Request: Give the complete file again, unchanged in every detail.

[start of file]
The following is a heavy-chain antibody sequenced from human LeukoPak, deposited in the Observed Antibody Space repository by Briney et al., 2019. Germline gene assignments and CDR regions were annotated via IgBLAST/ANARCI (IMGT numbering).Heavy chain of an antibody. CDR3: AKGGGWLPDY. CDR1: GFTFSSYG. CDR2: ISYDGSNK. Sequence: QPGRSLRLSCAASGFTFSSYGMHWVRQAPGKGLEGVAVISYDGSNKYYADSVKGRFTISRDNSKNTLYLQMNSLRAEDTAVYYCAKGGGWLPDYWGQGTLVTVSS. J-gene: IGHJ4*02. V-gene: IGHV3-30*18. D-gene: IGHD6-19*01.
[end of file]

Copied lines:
The following is a heavy-chain antibody sequenced from human LeukoPak, deposited in the Observed Antibody Space repository by Briney et al., 2019. Germline gene assignments and CDR regions were annotated via IgBLAST/ANARCI (IMGT numbering).Heavy chain of an antibody. CDR3: AKGGGWLPDY. CDR1: GFTFSSYG. CDR2: ISYDGSNK. Sequence: QPGRSLRLSCAASGFTFSSYGMHWVRQAPGKGLEGVAVISYDGSNKYYADSVKGRFTISRDNSKNTLYLQMNSLRAEDTAVYYCAKGGGWLPDYWGQGTLVTVSS. J-gene: IGHJ4*02. V-gene: IGHV3-30*18. D-gene: IGHD6-19*01.